Md. judges OK foreclosure audits
Maryland's highest court has given administrative judges across the state the green light to hire examiners to help scrutinize documents in potentially thousands of foreclosure cases.
The Court of Appeals voted 6 to 0 in favor of the emergency proposal. (The seventh judge was feeling poorly and was not at the meeting.)
The committee that proposes rules to the court had recommended the move on Friday.
Some courts have already begun reviewing foreclosure cases -- particularly ones with "corrective affidavits" filed by two Maryland attorneys, in which they acknowledge that they had others reproduce their signatures for them on earlier affidavits. These documents, the written equivalent of court testimony, can't be signed on another's behalf.
Judges in Howard and Prince George's counties, where reviews are underway, said any help they can get to examine cases is appreciated. (The rules approved by the Court of Appeals Tuesday permit courts to pass the costs of examiners onto firms trying to foreclose, who cannot in turn pass the costs onto homeowners unless the documents in need of review were filed by the borrowers.)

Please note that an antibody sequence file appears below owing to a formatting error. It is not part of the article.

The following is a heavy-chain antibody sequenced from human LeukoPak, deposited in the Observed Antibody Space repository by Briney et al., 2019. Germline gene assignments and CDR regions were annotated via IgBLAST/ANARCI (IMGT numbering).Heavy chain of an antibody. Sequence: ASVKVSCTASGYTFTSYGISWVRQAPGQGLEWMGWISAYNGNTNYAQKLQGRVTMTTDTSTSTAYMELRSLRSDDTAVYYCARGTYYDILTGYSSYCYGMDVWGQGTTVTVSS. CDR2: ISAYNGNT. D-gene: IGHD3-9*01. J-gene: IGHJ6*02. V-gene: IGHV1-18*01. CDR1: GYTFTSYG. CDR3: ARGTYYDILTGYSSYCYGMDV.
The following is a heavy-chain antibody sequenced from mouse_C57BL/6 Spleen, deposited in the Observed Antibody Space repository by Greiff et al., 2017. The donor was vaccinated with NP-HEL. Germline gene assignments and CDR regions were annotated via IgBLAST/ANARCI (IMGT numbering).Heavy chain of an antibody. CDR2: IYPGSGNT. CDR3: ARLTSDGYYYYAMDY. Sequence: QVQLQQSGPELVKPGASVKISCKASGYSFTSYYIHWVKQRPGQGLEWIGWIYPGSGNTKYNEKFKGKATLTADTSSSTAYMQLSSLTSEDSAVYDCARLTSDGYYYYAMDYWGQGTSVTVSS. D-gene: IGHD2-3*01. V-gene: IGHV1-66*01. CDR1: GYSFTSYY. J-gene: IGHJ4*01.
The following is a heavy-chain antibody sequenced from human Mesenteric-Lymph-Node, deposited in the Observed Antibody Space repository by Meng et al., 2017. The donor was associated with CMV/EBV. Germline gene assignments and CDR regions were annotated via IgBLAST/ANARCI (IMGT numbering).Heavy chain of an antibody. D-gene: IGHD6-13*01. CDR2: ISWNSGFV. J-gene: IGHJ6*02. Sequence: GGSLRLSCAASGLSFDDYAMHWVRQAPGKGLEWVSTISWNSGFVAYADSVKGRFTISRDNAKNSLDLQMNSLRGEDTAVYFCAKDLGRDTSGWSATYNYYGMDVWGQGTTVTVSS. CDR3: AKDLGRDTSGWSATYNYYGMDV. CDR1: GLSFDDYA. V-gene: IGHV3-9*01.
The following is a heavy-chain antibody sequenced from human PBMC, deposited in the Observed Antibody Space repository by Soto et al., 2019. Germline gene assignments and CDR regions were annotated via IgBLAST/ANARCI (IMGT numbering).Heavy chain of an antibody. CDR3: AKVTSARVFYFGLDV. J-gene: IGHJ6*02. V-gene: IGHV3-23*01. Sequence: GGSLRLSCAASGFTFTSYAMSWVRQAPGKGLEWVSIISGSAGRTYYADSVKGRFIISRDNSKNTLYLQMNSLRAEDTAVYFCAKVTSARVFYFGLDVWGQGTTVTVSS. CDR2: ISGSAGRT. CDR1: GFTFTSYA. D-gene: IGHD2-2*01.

Reader comments on the foreclosure drama have continued to run the gamut. Nehemiah wrote that borrowers who got behind on their payments "did NOT break the law. They may have made bad decisions but they did NOT break the law. These lenders & lawyers KNEW the law - KNEW the consequences and DID IT ANYWAY… They should be made an example of by our AG."
Reader elweedz says it's a molehill masquerading as a mountain: "Get a grip people. 99.9% of the foreclosures were legitimate because the homeowner wasnt paying their mortgage. Who gives a flip who signed some standard paperwork. For those that had a real error, it will get fixed."
And reader Josh Dowlut sees two sides to the story: "On the one hand, this has become hand to hand class warfare with the banks. It is reasonable to make them 'work for it' if they are going to try and take your home. On the other hand, this is only delaying the inevitable. These are procedural errors that will not result in any homeowner getting their mortgage or note voided."